The Panagyurishte Treasure Comes to the British Museum as Part of ‘Luxury & Power’

We've revered the Ancient Greeks for millennia. A new British Museum exhibition shows they were busy looking eastwards.

The arms and hands of a person clad in a black shirt and gloves hold a gleaming golden amphora
An amphora that is part of the Panagyurishte Treasure from the National Historical Museum, Bulgaria, displayed in Luxury & Power: Persia to Greece at the British Museum. The Trustees of the British Museum

On a dark December day in 1949, three brothers – Pavel, Petko and Michail Deikov – were sifting through clay to make bricks. It was arduous work, day after day of it, in a town in southern Bulgaria. Then the thoroughly unexpected happened. Beneath the clay shone an aureate glow, for buried ten feet deep in the earth were golden antiquities. On taking their discovery to the authorities, the brothers would learn they had unwittingly found what would come to be known as the Panagyurishte Treasure—priceless relics now thought to have belonged to Thracian King Seuthes III.

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“It’s incredibly exciting to display the Panagyurishte Treasure, a once-in-a-generation loan,” said Dr. Henry Bishop-Wright, project curator at the British Museum, in a statement. He co-curated the museum’s newest major exhibition, Luxury & Power: Persia to Greece, which explores the relationship between luxury and power in the Middle East and southeast Europe between 550 and 30 BC.

A curved golden amphora shaped with a stag horn rests on a black velvet display.
Panagyurishte Treasure, Stag Rhyton National Museum of History, Bulgaria

Reverence for the ancient Greeks is palpable everywhere in the modern Western world. Contemporary statues inspired by Aphrodite of Knidos are displayed in corporate lobbies. We praise characteristics in others using terms relating to the ancient Greek world… ‘he made a Herculean effort’… ‘I admired her stoic attitude.’ Despite this, if you could ask a citizen of a Greek city-state what they considered to be the greatest civilization, you might be surprised by the answer. The Greeks were looking eastwards, in thrall to what was then the greatest power in the world: the Achaemenid Empire of Persia.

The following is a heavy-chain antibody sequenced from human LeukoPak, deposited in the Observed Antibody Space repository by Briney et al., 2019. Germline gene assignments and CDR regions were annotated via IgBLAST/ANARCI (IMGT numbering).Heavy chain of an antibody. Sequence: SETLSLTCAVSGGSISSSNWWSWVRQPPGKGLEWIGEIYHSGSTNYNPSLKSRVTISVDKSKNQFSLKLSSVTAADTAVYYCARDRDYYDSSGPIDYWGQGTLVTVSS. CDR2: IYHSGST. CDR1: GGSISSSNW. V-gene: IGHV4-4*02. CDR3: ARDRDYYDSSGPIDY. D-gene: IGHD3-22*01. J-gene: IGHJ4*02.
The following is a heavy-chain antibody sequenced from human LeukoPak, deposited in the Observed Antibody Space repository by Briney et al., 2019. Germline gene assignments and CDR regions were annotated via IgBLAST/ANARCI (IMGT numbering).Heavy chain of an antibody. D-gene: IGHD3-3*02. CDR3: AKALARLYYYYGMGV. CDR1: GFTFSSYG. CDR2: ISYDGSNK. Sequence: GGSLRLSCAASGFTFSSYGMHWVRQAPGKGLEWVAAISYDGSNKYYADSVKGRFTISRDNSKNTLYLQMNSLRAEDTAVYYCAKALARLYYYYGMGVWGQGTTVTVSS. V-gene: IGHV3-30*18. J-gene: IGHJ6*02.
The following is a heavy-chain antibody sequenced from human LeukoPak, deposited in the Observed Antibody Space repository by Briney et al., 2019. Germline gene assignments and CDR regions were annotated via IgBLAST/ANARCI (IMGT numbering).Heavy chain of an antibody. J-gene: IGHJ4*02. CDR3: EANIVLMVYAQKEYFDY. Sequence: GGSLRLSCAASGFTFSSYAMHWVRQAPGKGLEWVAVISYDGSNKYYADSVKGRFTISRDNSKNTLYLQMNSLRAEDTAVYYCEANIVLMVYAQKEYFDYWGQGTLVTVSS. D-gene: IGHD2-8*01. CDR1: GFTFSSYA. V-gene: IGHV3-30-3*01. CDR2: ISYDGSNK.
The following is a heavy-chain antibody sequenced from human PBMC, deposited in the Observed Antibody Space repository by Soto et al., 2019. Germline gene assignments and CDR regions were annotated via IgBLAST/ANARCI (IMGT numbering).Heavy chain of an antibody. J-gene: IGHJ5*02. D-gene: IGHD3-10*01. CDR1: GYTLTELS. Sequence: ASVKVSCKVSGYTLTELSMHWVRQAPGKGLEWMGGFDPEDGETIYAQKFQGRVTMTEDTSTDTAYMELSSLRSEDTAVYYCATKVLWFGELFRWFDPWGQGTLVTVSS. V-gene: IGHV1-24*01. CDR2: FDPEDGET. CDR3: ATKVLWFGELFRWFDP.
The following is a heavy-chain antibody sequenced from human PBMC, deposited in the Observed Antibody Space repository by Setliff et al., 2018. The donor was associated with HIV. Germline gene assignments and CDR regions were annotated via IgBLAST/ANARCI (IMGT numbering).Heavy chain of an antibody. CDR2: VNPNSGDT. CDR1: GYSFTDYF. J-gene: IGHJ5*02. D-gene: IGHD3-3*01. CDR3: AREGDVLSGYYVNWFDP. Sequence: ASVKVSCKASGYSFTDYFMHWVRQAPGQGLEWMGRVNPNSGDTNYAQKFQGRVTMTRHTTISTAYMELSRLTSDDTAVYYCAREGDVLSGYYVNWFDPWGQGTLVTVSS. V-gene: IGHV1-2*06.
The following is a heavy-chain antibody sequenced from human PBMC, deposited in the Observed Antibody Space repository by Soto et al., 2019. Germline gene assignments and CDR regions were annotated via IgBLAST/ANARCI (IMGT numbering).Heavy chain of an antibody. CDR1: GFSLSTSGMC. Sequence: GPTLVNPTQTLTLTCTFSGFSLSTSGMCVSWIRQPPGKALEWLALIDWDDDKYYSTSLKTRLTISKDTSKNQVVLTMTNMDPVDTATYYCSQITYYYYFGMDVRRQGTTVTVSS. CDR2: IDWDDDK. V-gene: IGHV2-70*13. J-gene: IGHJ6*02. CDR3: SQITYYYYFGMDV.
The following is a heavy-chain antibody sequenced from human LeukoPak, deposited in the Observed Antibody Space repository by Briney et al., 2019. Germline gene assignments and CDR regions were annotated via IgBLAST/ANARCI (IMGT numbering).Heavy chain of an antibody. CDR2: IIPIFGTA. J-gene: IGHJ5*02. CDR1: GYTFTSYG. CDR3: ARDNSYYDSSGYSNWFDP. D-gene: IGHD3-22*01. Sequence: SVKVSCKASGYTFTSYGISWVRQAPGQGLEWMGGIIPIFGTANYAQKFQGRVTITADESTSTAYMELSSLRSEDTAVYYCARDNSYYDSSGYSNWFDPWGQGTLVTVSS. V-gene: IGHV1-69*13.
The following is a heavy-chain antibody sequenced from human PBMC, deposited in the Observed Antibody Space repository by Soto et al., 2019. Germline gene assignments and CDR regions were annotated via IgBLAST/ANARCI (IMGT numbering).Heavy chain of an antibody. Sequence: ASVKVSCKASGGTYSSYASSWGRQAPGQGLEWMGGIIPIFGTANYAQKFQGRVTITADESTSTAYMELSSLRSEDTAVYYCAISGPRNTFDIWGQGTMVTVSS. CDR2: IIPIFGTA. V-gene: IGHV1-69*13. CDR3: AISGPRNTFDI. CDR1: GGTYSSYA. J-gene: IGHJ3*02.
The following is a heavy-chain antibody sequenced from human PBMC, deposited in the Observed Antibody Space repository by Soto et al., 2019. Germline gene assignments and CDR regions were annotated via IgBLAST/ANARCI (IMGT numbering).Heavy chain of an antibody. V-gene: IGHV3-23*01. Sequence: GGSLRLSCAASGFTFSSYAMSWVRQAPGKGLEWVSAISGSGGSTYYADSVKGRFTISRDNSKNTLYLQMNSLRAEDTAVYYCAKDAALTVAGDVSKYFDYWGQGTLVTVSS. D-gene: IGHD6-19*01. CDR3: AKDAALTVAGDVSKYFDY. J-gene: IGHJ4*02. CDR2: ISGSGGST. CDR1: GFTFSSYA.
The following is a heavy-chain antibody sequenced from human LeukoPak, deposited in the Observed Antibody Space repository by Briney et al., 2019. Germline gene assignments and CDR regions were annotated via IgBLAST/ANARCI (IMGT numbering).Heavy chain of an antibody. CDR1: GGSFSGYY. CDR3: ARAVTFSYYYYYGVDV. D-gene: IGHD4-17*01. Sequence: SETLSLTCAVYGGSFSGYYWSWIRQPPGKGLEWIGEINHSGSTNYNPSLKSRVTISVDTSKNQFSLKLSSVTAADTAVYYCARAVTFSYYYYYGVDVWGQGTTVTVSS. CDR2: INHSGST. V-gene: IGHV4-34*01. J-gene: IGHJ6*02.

I spoke with Dr. Khodadad Rezakhani, Iranian historian of Central and West Asia in late antiquity, who emphasized the need to divorce ourselves from modern, Western-oriented thinking when considering the politics of the ancient world. Empires defined themselves more by military prowess and landmass than by other metrics of power such as technological or artistic progress, running contrary to what we in the modern age may assume.

“Geographically, mainland Greece was an extremely small concern to Persian kings compared to the vast Achaemenid Empire,” he elaborated. Irrespective of this, empires needed a way of showing to the world their might. Art became crucial as a way of disseminating news of their developments and strengths.

A woman with dark hair and a green shirt leans down to look at a golden armlet in a glass case.
A gold armlet, on display in the British Museum The Trustees of the British Museum

The exhibition at the British Museum charts the spread of the idea of luxury from Persia to Greece. Luxury & Power: Persia to Greece notes that while Greek writers may have denounced Persian displays of luxury, equating them with decadence following the Greco-Persian wars, those in positions of authority across Greek city-states were only too keen to emulate Achaemenid exotica, adapting pieces to be compatible with Greek culture in order to enhance the prestige of their cities. In this sense, Persian luxury acted as an early form of what we might consider soft power.

Artisans from across the Achaemenid Empire and through to the Greek city-states were, in that case, driven by tough competition. Not only was it a case of using the finest materials available, but sculptors, metalworkers, potters and jewelers also developed their practice through imitation. When the best and most precious materials were beyond the budget, artists would create copies of luxury works using cheaper materials. Innovative Athenian potter Sotades made bowls from clay in a style recalling the shape and decoration of Persian silverware.

“In the ancient world, certain craftsmen were celebrated as individuals of note and for their technical accomplishments,” Dr. Jamie Fraser, archaeologist and Lead Curator of Luxury & Power, explained to me. “For many objects where individual artisans’ names have been lost to history, we can look at the wider context. The craftsman would usually have belonged to an area highly reputed for its technical ability in making a certain luxury good. The Phoenician artisans of the coast of Lebanon, within the Persian Empire, for example, were renowned for making purple dye through a laborious process; this process was a closely-guarded secret.”

Purple pigment was more expensive than gold, and fabrics dyed with this material were a symbol of power not only in Achaemenid Persia but later across other ancient cultures. 

From the context of a modern age of mass production, to see these ancient treasures not only makes the viewer wonder at the feats of human craftsmanship but also invites reflections on the nature of how luxury is still a potent and irrepressible form of power.

Luxury and power: Persia to Greece runs through August 13 in the Joseph Hotung Great Court Gallery at the British Museum. To coincide with the exhibition, a lavishly illustrated catalog, Luxury and power: Persia to Greece, written by James Fraser with Lloyd Llewellyn-Jones and Henry Cosmo Bishop-Wright, will be published by the British Museum Press this month.

The Panagyurishte Treasure Comes to the British Museum as Part of ‘Luxury & Power’